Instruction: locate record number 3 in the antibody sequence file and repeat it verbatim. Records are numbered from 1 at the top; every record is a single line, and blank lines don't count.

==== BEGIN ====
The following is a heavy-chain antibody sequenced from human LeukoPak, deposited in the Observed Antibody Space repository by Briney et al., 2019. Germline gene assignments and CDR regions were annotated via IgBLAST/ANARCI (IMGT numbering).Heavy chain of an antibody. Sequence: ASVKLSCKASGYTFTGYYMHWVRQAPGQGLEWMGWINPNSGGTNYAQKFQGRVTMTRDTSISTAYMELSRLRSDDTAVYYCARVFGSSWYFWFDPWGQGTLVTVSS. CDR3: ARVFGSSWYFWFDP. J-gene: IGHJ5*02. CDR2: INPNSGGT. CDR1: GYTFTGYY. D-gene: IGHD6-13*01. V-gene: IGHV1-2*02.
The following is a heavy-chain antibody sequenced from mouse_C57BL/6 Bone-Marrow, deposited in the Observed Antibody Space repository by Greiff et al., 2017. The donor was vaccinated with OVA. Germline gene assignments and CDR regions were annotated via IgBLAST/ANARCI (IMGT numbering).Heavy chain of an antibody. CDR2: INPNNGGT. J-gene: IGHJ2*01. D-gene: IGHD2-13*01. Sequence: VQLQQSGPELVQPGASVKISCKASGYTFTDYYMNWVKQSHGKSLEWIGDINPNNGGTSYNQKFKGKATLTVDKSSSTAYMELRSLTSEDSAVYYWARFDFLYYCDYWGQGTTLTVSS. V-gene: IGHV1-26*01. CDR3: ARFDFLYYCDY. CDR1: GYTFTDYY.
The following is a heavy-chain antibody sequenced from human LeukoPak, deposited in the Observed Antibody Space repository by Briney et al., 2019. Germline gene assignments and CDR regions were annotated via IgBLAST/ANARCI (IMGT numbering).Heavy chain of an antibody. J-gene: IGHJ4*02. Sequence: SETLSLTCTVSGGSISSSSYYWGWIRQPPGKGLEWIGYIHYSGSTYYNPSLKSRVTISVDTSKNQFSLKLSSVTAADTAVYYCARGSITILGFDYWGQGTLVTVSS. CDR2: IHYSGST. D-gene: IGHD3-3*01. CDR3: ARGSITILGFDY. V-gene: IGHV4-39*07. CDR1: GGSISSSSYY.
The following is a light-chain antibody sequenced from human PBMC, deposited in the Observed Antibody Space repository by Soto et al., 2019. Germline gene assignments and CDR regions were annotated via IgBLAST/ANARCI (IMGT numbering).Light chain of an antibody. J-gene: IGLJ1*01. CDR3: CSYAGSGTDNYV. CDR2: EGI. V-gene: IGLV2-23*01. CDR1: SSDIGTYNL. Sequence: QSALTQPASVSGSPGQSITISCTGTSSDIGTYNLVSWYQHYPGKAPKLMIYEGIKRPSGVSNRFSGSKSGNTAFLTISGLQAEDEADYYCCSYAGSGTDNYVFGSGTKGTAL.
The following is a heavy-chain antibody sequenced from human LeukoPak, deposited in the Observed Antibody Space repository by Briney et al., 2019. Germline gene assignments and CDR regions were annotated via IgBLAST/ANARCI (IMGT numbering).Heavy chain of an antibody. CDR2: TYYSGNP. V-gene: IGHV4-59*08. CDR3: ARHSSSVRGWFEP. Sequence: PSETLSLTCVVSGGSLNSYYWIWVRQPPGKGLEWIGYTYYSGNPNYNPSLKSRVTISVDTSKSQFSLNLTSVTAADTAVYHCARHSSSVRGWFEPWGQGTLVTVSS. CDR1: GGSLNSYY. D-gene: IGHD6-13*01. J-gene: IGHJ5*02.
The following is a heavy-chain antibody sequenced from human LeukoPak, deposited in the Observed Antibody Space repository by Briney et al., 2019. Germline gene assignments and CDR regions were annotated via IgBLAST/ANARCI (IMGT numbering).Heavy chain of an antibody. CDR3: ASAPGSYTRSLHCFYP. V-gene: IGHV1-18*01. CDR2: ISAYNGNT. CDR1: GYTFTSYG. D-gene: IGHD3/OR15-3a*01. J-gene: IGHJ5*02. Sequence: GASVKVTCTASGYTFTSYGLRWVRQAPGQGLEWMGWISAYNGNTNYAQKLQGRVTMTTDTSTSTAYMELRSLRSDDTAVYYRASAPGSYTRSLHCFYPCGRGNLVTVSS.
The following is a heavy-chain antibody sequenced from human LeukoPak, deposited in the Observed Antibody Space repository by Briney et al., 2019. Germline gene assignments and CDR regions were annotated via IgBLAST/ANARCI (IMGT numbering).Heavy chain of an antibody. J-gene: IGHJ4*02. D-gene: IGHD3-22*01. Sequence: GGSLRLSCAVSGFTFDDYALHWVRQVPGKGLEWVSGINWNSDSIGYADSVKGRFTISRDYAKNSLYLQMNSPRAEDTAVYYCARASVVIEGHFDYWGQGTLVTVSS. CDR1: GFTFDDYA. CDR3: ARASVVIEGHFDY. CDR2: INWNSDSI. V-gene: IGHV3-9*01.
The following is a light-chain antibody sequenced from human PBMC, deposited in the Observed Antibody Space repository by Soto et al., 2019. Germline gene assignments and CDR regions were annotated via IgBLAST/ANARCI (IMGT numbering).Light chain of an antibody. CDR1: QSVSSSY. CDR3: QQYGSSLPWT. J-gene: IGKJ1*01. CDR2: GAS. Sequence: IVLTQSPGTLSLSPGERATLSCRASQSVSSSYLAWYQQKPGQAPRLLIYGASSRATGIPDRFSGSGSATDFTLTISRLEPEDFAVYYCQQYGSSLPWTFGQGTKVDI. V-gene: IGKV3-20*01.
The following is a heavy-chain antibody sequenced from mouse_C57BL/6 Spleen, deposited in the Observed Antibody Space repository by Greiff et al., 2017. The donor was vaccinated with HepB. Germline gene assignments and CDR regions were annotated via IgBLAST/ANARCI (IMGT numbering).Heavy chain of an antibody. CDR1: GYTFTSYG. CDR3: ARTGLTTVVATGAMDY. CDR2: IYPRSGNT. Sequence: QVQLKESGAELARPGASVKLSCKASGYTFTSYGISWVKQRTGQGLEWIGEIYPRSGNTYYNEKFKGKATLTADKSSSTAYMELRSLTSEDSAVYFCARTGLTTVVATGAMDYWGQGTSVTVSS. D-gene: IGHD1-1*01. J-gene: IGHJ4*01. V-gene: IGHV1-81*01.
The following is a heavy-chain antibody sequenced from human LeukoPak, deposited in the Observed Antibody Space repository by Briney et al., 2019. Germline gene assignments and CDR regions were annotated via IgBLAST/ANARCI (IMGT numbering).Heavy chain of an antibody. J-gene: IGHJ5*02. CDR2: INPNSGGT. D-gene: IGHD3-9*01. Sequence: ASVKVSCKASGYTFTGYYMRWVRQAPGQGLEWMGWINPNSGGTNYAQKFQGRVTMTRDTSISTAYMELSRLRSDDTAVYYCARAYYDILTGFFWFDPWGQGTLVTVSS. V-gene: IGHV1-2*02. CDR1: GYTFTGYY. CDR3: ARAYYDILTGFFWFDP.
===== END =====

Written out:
The following is a heavy-chain antibody sequenced from human LeukoPak, deposited in the Observed Antibody Space repository by Briney et al., 2019. Germline gene assignments and CDR regions were annotated via IgBLAST/ANARCI (IMGT numbering).Heavy chain of an antibody. J-gene: IGHJ4*02. Sequence: SETLSLTCTVSGGSISSSSYYWGWIRQPPGKGLEWIGYIHYSGSTYYNPSLKSRVTISVDTSKNQFSLKLSSVTAADTAVYYCARGSITILGFDYWGQGTLVTVSS. CDR2: IHYSGST. D-gene: IGHD3-3*01. CDR3: ARGSITILGFDY. V-gene: IGHV4-39*07. CDR1: GGSISSSSYY.